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Royal Palace Cambodia
National Museum Cambodia
Independence Monument Cambodia
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HISTORY OF CAMBODIA

Carbon 14 dating of a cave at Laang Spean in northwest Cambodia reveals people who made pots were living in Cambodia as early as 4200 B.C.E. (Before the Common Era). Further archaeological evidence indicates that other parts of the region now called Cambodia were inhabited from around 1000-2000 B.C.E. by a Neolithic culture. Skulls and human bones found at Samrong Sen date from 1500 B.C.E. These people may have migrated from South Eastern China to the Indochinese Peninsula, although some scholars maintain they may have come from India.[3]Scholars trace the first cultivation of rice and the first bronze making in Southeast Asia to these people.[4] By the first century CE, the inhabitants had developed relatively stable, organized societies and spoke languages very much related to the Cambodian or Khmer of the present day.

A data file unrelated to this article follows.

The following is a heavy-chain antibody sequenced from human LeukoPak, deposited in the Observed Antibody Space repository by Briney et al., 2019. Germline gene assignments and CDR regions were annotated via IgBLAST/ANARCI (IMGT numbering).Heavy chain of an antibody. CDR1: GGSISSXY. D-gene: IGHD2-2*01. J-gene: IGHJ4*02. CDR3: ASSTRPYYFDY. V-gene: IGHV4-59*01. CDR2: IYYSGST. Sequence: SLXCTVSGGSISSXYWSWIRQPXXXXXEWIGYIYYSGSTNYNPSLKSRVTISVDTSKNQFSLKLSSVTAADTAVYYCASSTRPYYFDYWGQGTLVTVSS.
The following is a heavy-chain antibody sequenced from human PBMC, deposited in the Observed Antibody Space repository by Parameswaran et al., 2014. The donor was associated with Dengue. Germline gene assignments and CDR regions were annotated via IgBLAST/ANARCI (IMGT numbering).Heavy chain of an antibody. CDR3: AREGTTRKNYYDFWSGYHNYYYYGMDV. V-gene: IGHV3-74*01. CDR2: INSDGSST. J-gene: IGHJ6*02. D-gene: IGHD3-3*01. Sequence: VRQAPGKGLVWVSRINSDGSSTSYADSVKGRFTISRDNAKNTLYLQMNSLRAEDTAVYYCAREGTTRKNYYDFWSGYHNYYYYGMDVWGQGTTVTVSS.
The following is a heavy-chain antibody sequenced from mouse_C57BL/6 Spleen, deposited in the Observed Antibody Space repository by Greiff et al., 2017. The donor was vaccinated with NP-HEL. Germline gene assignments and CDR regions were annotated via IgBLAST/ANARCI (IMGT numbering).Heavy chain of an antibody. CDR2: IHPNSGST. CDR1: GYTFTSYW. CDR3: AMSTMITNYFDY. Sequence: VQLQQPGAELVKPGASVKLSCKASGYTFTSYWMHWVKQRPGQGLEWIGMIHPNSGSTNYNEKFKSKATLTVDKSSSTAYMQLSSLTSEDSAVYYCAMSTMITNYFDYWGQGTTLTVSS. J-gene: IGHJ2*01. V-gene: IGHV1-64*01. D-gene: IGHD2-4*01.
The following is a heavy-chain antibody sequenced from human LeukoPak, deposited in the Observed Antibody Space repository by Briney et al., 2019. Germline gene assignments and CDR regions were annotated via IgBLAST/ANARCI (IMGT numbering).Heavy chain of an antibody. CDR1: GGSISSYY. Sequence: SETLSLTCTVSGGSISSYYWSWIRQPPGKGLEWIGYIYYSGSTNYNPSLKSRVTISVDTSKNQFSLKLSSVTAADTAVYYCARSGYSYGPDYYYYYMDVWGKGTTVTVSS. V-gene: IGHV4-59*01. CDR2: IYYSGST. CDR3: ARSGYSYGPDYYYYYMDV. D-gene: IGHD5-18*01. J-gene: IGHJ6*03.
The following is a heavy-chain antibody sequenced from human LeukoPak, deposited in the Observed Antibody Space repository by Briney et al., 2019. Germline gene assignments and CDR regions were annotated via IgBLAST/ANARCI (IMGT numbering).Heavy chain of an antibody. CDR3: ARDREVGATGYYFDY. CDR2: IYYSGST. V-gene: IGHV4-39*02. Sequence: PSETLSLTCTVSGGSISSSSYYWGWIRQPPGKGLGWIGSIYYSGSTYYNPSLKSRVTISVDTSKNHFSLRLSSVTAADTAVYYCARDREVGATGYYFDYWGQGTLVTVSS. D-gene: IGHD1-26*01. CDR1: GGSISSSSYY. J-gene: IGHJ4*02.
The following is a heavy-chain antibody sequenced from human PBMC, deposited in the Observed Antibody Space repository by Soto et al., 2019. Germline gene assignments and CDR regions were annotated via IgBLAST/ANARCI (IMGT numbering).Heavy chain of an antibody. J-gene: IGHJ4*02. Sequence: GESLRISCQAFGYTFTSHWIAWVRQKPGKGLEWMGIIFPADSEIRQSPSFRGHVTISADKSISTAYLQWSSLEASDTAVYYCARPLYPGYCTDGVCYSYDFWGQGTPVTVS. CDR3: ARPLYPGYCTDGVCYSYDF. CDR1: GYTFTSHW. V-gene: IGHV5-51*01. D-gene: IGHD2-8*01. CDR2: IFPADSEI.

[5]The culture and technical skills of these people of the first century in the Common Era far surpassed the primitive stage. The most advanced groups lived along the coast and in the lower Mekong River valley and delta regions in houses constructed on stilts where they cultivated rice, fished and kept domesticated animals. Recent research has unlocked the discovery of artificial circular earthworksdating to Cambodia's Neolithic era.1 The Khmer people were one of the first inhabitants of South East Asia.

They were also among the first in South East Asia to adopt religious ideas and political institutions from India and to establish centralized kingdoms surrounding large territories. The earliest known kingdom in the area, Funan, flourished from around the first to the sixth century AD. This was succeeded by Chenla, which controlled large parts of modern Cambodia, Vietnam, Laos, and Thailand.